4. This definition can be made more precise. By the “direct cost” of switching states we mean the cost of switching itself, rather than the opportunity cost of no longer being in the initial state. For instance, in the case of Sequoia National Park, the direct cost of moving from a developed to an undeveloped state would include the financial cost of demolishing buildings, replanting trees, importing animals, and so on, but would not include the lost tax revenue from any businesses displaced. Note also that for cases where it is in fact impossible to switch states, the direct cost is infinite.

  5. Much of our analysis is applicable to cases where the more reversible decision is not the status quo as well. This includes situations where we face two new options which differ in terms of reversibility.

  6. The fundamental considerations are the ones that we believe it is most important to take into account when choosing whether to make a hard-to-reverse decision. The secondary considerations are ones that we believe are either less important or useful mainly insofar as they help us to think more clearly about the fundamental considerations. However, this distinction is quite rough.

  7. Thus, we use the term “cause-neutral” in the sense that one of us, Stefan, calls “cause-impartiality” in his article Understanding cause-neutrality.

  8. It should be said, however, that in some cases we may have firm knowledge of the value of hard-to-reverse strategies from other sources. For instance, deciding to change your career from earning to give to academia may be hard to reverse, but you can still get a fair estimate of its value through looking at other people’s careers.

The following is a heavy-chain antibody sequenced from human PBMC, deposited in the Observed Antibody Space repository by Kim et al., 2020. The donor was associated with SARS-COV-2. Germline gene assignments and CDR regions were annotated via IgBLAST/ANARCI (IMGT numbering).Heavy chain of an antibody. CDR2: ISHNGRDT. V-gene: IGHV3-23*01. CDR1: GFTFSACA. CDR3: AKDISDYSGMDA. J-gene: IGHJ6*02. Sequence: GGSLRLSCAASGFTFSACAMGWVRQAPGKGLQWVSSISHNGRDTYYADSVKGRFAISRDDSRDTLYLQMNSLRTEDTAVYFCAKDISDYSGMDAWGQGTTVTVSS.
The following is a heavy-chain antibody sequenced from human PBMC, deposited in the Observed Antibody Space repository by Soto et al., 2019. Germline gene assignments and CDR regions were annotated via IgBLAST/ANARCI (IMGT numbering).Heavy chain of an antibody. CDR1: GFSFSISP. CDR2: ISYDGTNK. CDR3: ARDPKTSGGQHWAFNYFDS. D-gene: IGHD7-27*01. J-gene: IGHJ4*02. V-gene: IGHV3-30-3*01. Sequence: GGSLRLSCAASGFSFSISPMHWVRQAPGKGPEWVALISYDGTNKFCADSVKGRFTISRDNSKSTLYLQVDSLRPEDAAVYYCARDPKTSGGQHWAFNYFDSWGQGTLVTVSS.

9. Conversely, there are some decisions prone to the curse which are not hard to reverse. For instance, suppose that a member of a group can veto a decision to take a certain offer. Suppose also that the offer will not cease to be given. That is a unilateralist’s curse situation, and yet the decision is not hard to reverse.

  10. There may be an empirical correlation between a refusal to adopt the principle of conformity, and a tendency to rashly take irreversible decisions. This could be mediated by overconfidence in one’s own present judgements of the best course of action. However, this is merely a conjecture. The question should be studied further.

  11. Though note Keynes’s quip that “in the long run we will all be dead”.

Comments (14)

Comment author: redmoonsoaring 18 March 2017 05:38:04PM 14 points [-]

While I see some value in detailing commonly-held positions like this post does, and I think this post is well-written, I want to flag my concern that it seems like a great example of a lot of effort going into creating content that nobody really disagrees with. This sort of armchair qualified writing doesn't seem to me like a very cost-effective use of EA resources, and I worry we do a lot of it, partly because it's easy to do and gets a lot of positive social reinforcement, to a much greater degree than empirical bold writing tends to get.

Comment author: Owen_Cotton-Barratt 25 March 2017 03:10:04PM *  5 points [-]

I think that the value of this type of work comes from: (i) making it easier for people entering the community to come up to the frontier of thought on different issues; (ii) building solid foundations for our positions, which makes it easier to go take large steps in subsequent work.

Cf. Olah & Carter's recent post on research debt.

Comment author: redmoonsoaring 27 March 2017 05:48:25PM *  0 points [-]